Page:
Never mind poor Albus Dumbledore; there may be no character from literature from the past century whose sexuality has been debated and scrutinized more than that of the Talented Mr. Ripley himself. To some, Patricia Highsmith’s complicated character is the prototypical twink scamster whose story might as well have predicted Andrew Cunanan and the series of murders he committed, as recently explored in Ryan Murphy’s American Crime Story. To others, Tom Ripley is an antihero who has come to represent the twisted psychological effects that homophobia and a life in the closet can wreck. And to others, he’s just a bizarre case of “no homo.” (“Hey, just because a bro sometimes gets passionately obsessed with another bro to the point of murder doesn’t make him gay.”)

Since the last time Hollywood touched the character, in 1999’s Matt Damon–starring The Talented Mr. Ripley, the discussion has mostly been relegated to college lit courses and book clubs, but it may be thrust back into the mainstream again in a major way. Deadline reports that a television series adaption of Highsmith’s five Ripley novels is considered a “hot package” in Hollywood at the moment, with multiple networks and streamers said to be interested. Steve Zaillian, the blue-chip Hollywood screenwriter of projects like Schindler’s List and Gangs of New York (and, more recently, HBO’s miniseries The Night Of), is set to write and direct much of the first season. Not much is known about the particulars of the project aside from that.

Of course, considering that the Ripley character first appeared in print in 1955, in The Talented Mr. Ripley, and on film five years later (in the French adaptation of that novel, Purple Noon), it’s not as if there’s much mystery left to Ripley’s story. He’s a poor orphan raised by a cruel aunt who derides him as a sissy. He escapes to New York and refashions himself as a sophisticated Princeton graduate, and his desire to live the life of a glamorous ex-pat in Europe leads him to all sorts of scams and murders. The character has been highlighted as an early example of the antihero; even as his actions and desires are clearly evil, readers can’t help but root for him, and much of the thrill of the series comes from him getting away with it all by a hair’s breadth. Given television’s obsession with antiheroes, maybe it only makes sense that Ripley finally makes his way to the medium. The likes of Tony Soprano and Walter White certainly owe quite a bit to him.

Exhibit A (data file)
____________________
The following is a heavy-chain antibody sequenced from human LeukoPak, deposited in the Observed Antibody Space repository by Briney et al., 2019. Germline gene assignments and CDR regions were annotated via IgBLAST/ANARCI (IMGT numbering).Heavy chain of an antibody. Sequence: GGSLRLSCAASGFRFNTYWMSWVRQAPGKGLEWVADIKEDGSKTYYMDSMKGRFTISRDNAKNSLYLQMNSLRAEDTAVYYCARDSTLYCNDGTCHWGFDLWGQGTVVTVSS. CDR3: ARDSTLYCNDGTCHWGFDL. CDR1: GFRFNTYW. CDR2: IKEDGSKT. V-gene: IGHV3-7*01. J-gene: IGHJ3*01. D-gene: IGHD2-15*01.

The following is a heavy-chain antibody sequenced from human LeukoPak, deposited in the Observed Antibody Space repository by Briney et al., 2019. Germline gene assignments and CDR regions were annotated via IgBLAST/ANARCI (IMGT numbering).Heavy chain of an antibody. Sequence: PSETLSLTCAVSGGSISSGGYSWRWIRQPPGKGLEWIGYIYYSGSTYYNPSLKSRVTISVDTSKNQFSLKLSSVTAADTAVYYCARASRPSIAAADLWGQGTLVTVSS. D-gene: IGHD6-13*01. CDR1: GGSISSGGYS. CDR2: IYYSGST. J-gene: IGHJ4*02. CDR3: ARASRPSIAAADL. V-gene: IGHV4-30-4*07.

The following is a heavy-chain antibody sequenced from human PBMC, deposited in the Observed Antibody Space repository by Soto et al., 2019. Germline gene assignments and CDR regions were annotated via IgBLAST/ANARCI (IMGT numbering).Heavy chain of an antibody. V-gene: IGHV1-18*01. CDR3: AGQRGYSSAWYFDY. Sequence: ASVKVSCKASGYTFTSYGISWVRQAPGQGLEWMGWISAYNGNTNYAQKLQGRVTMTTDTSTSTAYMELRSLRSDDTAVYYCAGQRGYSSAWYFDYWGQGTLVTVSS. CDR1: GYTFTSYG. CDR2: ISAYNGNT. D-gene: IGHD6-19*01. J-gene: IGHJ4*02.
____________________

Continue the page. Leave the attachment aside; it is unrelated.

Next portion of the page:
But the antihero thing is all text; it’s the subtext of the character that makes him more interesting. The fact that others perceive Ripley as possibly gay, and that Ripley himself is aware of and worries about that perception, is written into the books, but Highsmith never seems too concerned about providing a concrete answer to the question. In the first novel, Ripley becomes obsessed with the trust-fund playboy Dickie Greenleaf; readers are not and never have been quite sure if Ripley wants to be Dickie or be with Dickie.

“I don’t think Ripley is gay,” Highsmith once said in an interview with Sight and Sound, as if she wasn’t 100 percent certain herself. “He appreciates good looks in other men, that’s true. But he’s married in later books. I’m not saying he’s very strong in the sex department. But he makes it in bed with his wife.”